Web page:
matches XPath matchesXPath Check that the received request file contents is XML and that it matches XPath specified in the mapping. For example, if we use the following expression as the request body matcher
/xyz[count(abc) = 2]
it will match this request body:
<xyz><abc/><abc/></xyz>
but will NOT match this one:
<xyz><abc/></xyz>

Configuration

Define root directories

To record from or replay to file systems you will need to tell Traffic Parrot which root directories to use.

Those root directories are displayed in the dropdown menus on the record and replay panels, for example: Root directories dropdown screenshot

All directories that are configured when e.g. adding a mapping are relative to the selected root directory.

To define a new root directories that will be available in the dropdown in the record and replay panels:
  1. Open root-directories.json file located in the main Traffic Parrot directory, using your favourite text editor
  2. Add the new root directories (make sure the id field has a unique value!). An example content of the file, with 2 root directories defined:
    [
      {
        "id": "1",
        "name": "C Drive",
        "rootDirectory": "C:\\some\\root\\directory"
      },
      {
        "id": "2",
        "name": "Network Drive",
        "rootDirectory": "\\network\\share"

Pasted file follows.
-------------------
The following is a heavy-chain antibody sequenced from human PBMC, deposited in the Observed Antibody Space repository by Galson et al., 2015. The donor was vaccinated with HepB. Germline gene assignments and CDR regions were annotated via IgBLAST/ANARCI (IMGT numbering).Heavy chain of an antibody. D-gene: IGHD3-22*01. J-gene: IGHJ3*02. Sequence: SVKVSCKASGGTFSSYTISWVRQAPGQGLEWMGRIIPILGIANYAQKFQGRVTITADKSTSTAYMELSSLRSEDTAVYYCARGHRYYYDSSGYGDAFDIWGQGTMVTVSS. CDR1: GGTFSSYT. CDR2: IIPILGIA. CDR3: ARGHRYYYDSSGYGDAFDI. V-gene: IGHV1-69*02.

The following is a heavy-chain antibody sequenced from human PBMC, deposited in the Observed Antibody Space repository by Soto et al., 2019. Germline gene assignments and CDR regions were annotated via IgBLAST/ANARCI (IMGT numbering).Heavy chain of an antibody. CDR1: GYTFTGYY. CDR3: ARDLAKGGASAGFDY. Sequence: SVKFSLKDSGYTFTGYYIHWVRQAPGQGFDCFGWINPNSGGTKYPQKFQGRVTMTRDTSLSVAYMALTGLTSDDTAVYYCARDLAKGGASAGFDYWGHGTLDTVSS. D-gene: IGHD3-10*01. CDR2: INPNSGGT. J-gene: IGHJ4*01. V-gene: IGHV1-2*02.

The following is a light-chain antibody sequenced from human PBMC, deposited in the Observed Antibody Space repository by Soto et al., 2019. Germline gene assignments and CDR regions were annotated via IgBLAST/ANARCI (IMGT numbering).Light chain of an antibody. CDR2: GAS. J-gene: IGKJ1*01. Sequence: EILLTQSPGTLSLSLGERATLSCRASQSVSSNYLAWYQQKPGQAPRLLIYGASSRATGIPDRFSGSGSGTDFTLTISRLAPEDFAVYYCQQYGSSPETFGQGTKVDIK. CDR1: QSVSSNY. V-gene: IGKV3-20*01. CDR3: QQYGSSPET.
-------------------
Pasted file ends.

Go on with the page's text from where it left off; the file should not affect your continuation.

}
    ]
  3. Note that the \ character must be escaped as \\
  4. Save the file
  5. Refresh the page in Traffic Parrot to reload the dropdown list.

In the current Traffic Parrot version you edit root directories directly in the root-directories.json file. In near future you will be able to do it via the Web UI as well.

Change the location of root-directories.json
If you would like to change the location of the root-directories.json file, change the value of property
trafficparrot.virtualservice.rootDirectoriesUrl=classpath:root-directories.json
to for example
trafficparrot.virtualservice.rootDirectoriesUrl=file:/home/john/git/project/root-directories.json
This can be useful if you would like to version control it with your application source code.

Proof of concept with on-premises installation at a large enterprise

See proof of concept in the user guide.

Dynamic responses and custom extensions

Old version warning!

This documentation is for an old version of Traffic Parrot. There is a more recent Traffic Parrot version available for download at trafficparrot.com

Browse documentation for recent version